|Available on Amazon|
The case gets complicated with too many suspects and motives. Which of the two homeless men was really the intended victim (since they both ended up sharing the take out meals)? And what is the connection between the mafia widow and the retired opera star who live on the same block in the West Village, the same block where the homeless men died?
While Sigrid is busy working the murder investigation, she can't stop wondering what led her lover Oscar Nauman to California where he died in an accident on a mountain road. Until she meets a man who may hold the answers she seeks!
The main character in Margaret Maron's Sigrid Harold series is a Scandinavian woman who is a Lieutenant with the New York Police Department. She heads up a homicide team. Sigrid is related to a character in Maron's Deborah Knott Series* through her Southern grandmother.
*See more information about Deborah Knott below
Deborah Knott Mystery Series
Author Margaret Maron
|Source: Wikimedia Commons|
Margaret Maron was born and raised in North Carolina on a tobacco farm. Then marriage to a native New Yorker (Brooklyn) had her spending several years living in NYC, where she eventually began writing novels about NYPD Lt. Sigrid Harald, mysteries set against the New York City art world.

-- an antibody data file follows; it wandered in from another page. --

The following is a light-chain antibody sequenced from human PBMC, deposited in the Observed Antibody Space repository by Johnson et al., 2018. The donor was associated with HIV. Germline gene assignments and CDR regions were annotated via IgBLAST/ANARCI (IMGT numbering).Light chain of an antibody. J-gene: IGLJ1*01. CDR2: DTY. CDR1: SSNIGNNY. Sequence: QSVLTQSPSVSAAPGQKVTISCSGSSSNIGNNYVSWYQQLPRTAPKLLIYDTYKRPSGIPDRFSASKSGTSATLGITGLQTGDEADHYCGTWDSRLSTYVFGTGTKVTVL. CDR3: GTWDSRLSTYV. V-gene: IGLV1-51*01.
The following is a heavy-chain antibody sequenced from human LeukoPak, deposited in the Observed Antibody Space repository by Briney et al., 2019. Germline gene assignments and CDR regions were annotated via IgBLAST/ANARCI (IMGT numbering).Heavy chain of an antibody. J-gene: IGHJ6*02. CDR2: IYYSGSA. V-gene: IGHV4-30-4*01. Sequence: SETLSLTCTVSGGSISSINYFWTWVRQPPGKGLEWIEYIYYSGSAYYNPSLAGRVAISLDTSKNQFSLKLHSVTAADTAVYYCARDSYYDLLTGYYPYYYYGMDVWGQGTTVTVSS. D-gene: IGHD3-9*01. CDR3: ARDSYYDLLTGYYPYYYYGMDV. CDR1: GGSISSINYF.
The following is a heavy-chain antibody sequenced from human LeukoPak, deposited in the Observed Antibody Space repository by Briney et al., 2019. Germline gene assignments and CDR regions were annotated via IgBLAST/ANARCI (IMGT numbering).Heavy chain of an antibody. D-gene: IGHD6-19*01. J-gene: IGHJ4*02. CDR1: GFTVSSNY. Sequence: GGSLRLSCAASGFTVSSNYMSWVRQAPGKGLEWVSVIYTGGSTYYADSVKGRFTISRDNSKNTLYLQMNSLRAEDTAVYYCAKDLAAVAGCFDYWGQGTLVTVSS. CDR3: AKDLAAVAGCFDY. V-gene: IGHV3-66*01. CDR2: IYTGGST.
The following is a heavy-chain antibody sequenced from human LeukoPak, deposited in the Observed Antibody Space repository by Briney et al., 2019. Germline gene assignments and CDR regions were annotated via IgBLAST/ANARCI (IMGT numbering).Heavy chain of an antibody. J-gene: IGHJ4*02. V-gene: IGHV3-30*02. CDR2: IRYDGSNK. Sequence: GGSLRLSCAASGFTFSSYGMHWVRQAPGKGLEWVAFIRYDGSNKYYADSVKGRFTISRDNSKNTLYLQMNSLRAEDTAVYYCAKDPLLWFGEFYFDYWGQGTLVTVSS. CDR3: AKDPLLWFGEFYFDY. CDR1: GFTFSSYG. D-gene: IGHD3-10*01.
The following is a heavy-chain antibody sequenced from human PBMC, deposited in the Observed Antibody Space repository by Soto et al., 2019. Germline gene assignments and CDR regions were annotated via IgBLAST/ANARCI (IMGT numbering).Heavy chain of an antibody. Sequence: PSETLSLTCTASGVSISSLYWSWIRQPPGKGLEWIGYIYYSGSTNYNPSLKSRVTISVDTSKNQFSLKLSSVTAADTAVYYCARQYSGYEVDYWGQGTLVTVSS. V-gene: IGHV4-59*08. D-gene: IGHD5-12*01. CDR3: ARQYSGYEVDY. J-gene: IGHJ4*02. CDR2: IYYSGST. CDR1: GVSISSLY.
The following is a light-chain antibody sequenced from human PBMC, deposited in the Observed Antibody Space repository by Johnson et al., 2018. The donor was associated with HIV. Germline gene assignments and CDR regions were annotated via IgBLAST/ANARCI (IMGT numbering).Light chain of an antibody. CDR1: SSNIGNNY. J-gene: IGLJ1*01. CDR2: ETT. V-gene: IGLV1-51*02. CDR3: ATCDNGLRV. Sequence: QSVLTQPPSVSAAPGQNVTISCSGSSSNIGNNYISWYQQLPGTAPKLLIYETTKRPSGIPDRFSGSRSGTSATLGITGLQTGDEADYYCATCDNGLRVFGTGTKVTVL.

Eventually, the love of her native state and a desire to write from her experiences in the Piedmont area of North Carolina where she grew up led to moving 'home' and the creation of her popular character, District Court Judge Deborah Knott. Margaret's city-born husband has discovered a similar love for this southern rural lifestyle as well.
If you have never read any books by Margaret Maron, give Take Out a try, or begin with the first book in the Sigrid Harold series (One Coffee With) to be introduced to this interesting character. If you love Maron's style of writing as much as I do, you will want to continue on to the rest of the Sigrid series, and then move over to Deborah Knott and her 'kinfolk' in the current 18-book series. Along the way you will learn a lot about the NYC art world and the southern lifestyle of rural North Carolina.
Interesting note: The North Carolina books feel sunny and light while the New York books are darker and less humorous. Sigrid Harold is a loner, has almost no family (just a mother, a housemate, and a Southern grandmother) while Deborah Knott has a large sprawling family (her dad and 11 older brothers with spouses and children who meddle in her affairs and try to boss her around.. They DO finally meet through their southern connection in Three-Day Town.
I loved reading my way through these two series as both characters are worth getting to know, each in their own way. Meeting the other characters in each series is fun too.
Now that I have read the final book in the Sigrid Harold Series (Take Out reviewed here) I look forward to the final Deborah Knott book.
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(c) Book Review written by Wednesday Elf
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